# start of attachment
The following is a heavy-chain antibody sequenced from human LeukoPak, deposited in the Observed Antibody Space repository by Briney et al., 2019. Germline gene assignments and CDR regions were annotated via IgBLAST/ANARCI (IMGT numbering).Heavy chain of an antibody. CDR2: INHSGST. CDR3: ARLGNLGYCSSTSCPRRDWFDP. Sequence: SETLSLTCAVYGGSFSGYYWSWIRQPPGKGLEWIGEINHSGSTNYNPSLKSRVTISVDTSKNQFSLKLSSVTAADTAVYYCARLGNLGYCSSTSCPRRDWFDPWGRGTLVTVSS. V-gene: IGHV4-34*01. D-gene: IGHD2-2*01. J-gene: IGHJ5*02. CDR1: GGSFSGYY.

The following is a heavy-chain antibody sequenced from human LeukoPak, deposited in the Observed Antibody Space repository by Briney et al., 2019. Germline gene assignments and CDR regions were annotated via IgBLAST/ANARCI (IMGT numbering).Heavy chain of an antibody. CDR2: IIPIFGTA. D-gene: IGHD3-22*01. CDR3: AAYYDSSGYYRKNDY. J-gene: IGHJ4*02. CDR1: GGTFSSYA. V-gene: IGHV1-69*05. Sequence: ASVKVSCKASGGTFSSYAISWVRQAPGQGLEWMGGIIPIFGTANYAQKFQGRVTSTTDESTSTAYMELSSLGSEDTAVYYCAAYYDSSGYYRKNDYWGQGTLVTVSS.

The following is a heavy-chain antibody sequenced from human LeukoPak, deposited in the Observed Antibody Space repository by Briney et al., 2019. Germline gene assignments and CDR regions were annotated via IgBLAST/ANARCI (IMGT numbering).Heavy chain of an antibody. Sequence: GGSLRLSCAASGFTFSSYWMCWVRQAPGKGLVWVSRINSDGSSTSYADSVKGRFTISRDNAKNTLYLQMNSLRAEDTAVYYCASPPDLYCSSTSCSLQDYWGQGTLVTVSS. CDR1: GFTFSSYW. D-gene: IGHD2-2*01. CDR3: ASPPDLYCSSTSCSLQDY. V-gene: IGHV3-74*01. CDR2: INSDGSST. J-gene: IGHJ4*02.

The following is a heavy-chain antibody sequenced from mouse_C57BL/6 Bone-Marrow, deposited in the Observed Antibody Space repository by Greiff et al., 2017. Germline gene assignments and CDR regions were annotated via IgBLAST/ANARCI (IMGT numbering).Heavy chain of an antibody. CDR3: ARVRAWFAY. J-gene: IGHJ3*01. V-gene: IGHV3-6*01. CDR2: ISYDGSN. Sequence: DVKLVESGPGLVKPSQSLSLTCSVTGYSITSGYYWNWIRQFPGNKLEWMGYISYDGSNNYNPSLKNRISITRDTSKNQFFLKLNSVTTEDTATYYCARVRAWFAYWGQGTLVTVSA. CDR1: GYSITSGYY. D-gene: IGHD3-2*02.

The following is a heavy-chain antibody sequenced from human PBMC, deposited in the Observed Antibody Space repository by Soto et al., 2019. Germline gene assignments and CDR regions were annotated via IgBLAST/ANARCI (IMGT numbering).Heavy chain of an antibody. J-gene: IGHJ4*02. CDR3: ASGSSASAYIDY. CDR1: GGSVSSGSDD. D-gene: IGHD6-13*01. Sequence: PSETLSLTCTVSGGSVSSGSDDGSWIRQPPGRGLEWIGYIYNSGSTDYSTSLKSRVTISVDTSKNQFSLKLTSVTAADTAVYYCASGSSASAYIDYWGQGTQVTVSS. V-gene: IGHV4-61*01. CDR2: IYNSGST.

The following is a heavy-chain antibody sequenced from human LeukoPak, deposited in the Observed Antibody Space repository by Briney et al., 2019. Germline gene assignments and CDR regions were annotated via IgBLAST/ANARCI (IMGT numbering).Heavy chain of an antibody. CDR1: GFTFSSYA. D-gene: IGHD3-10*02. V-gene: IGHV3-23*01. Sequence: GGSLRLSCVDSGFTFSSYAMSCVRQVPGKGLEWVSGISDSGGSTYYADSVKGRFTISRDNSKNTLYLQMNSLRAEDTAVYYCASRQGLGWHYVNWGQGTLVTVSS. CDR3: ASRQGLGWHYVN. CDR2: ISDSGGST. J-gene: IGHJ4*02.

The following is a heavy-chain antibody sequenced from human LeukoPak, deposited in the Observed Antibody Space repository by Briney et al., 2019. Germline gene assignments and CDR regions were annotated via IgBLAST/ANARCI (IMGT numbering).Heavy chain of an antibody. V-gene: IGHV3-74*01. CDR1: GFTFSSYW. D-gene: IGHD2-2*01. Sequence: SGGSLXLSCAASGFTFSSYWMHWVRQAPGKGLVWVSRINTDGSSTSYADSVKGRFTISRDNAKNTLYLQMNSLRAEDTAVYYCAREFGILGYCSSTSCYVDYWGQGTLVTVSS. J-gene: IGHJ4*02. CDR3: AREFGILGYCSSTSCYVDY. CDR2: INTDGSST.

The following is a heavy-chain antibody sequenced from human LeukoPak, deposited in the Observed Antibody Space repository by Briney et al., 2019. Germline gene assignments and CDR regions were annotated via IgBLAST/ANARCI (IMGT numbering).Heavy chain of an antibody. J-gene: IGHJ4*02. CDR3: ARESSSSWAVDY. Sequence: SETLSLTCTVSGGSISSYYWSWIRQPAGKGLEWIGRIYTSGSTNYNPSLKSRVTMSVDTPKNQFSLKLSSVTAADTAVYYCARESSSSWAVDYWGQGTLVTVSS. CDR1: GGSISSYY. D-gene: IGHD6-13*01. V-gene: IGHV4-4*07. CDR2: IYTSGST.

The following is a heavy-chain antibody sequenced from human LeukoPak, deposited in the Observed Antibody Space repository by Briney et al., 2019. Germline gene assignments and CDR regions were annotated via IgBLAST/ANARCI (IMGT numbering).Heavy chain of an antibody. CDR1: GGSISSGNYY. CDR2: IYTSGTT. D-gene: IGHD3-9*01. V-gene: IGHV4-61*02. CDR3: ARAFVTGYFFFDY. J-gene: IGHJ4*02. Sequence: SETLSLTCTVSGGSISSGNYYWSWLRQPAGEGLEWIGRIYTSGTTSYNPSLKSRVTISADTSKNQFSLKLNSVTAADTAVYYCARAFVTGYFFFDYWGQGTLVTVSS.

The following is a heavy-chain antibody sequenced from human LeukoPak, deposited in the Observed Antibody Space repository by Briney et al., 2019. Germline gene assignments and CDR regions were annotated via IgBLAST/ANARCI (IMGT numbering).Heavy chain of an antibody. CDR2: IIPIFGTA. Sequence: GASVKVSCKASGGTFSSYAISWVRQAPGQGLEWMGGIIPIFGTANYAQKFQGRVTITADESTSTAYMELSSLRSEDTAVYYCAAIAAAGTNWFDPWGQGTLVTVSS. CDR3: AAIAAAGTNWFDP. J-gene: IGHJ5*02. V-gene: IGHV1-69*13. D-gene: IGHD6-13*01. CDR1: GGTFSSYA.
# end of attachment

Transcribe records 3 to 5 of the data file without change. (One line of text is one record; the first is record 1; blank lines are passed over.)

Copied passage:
The following is a heavy-chain antibody sequenced from human LeukoPak, deposited in the Observed Antibody Space repository by Briney et al., 2019. Germline gene assignments and CDR regions were annotated via IgBLAST/ANARCI (IMGT numbering).Heavy chain of an antibody. Sequence: GGSLRLSCAASGFTFSSYWMCWVRQAPGKGLVWVSRINSDGSSTSYADSVKGRFTISRDNAKNTLYLQMNSLRAEDTAVYYCASPPDLYCSSTSCSLQDYWGQGTLVTVSS. CDR1: GFTFSSYW. D-gene: IGHD2-2*01. CDR3: ASPPDLYCSSTSCSLQDY. V-gene: IGHV3-74*01. CDR2: INSDGSST. J-gene: IGHJ4*02.

The following is a heavy-chain antibody sequenced from mouse_C57BL/6 Bone-Marrow, deposited in the Observed Antibody Space repository by Greiff et al., 2017. Germline gene assignments and CDR regions were annotated via IgBLAST/ANARCI (IMGT numbering).Heavy chain of an antibody. CDR3: ARVRAWFAY. J-gene: IGHJ3*01. V-gene: IGHV3-6*01. CDR2: ISYDGSN. Sequence: DVKLVESGPGLVKPSQSLSLTCSVTGYSITSGYYWNWIRQFPGNKLEWMGYISYDGSNNYNPSLKNRISITRDTSKNQFFLKLNSVTTEDTATYYCARVRAWFAYWGQGTLVTVSA. CDR1: GYSITSGYY. D-gene: IGHD3-2*02.

The following is a heavy-chain antibody sequenced from human PBMC, deposited in the Observed Antibody Space repository by Soto et al., 2019. Germline gene assignments and CDR regions were annotated via IgBLAST/ANARCI (IMGT numbering).Heavy chain of an antibody. J-gene: IGHJ4*02. CDR3: ASGSSASAYIDY. CDR1: GGSVSSGSDD. D-gene: IGHD6-13*01. Sequence: PSETLSLTCTVSGGSVSSGSDDGSWIRQPPGRGLEWIGYIYNSGSTDYSTSLKSRVTISVDTSKNQFSLKLTSVTAADTAVYYCASGSSASAYIDYWGQGTQVTVSS. V-gene: IGHV4-61*01. CDR2: IYNSGST.